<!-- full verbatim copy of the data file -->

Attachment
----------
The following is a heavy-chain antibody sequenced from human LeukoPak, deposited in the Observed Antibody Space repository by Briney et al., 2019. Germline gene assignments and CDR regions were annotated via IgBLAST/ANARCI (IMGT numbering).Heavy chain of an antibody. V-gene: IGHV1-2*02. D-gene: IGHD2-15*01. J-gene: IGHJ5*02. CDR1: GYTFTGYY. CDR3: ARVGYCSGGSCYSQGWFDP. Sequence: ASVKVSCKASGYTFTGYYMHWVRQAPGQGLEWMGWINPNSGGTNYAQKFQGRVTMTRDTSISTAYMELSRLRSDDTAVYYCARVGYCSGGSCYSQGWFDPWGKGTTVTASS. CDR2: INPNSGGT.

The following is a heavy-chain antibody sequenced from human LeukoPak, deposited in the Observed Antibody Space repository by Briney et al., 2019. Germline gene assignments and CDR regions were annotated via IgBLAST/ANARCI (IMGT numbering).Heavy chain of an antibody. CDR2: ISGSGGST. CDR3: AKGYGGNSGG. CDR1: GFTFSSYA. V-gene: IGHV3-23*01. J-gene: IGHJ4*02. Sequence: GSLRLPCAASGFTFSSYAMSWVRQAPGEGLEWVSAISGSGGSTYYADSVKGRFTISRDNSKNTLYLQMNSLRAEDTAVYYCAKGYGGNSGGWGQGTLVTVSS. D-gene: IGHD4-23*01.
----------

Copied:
The following is a heavy-chain antibody sequenced from human LeukoPak, deposited in the Observed Antibody Space repository by Briney et al., 2019. Germline gene assignments and CDR regions were annotated via IgBLAST/ANARCI (IMGT numbering).Heavy chain of an antibody. V-gene: IGHV1-2*02. D-gene: IGHD2-15*01. J-gene: IGHJ5*02. CDR1: GYTFTGYY. CDR3: ARVGYCSGGSCYSQGWFDP. Sequence: ASVKVSCKASGYTFTGYYMHWVRQAPGQGLEWMGWINPNSGGTNYAQKFQGRVTMTRDTSISTAYMELSRLRSDDTAVYYCARVGYCSGGSCYSQGWFDPWGKGTTVTASS. CDR2: INPNSGGT.

The following is a heavy-chain antibody sequenced from human LeukoPak, deposited in the Observed Antibody Space repository by Briney et al., 2019. Germline gene assignments and CDR regions were annotated via IgBLAST/ANARCI (IMGT numbering).Heavy chain of an antibody. CDR2: ISGSGGST. CDR3: AKGYGGNSGG. CDR1: GFTFSSYA. V-gene: IGHV3-23*01. J-gene: IGHJ4*02. Sequence: GSLRLPCAASGFTFSSYAMSWVRQAPGEGLEWVSAISGSGGSTYYADSVKGRFTISRDNSKNTLYLQMNSLRAEDTAVYYCAKGYGGNSGGWGQGTLVTVSS. D-gene: IGHD4-23*01.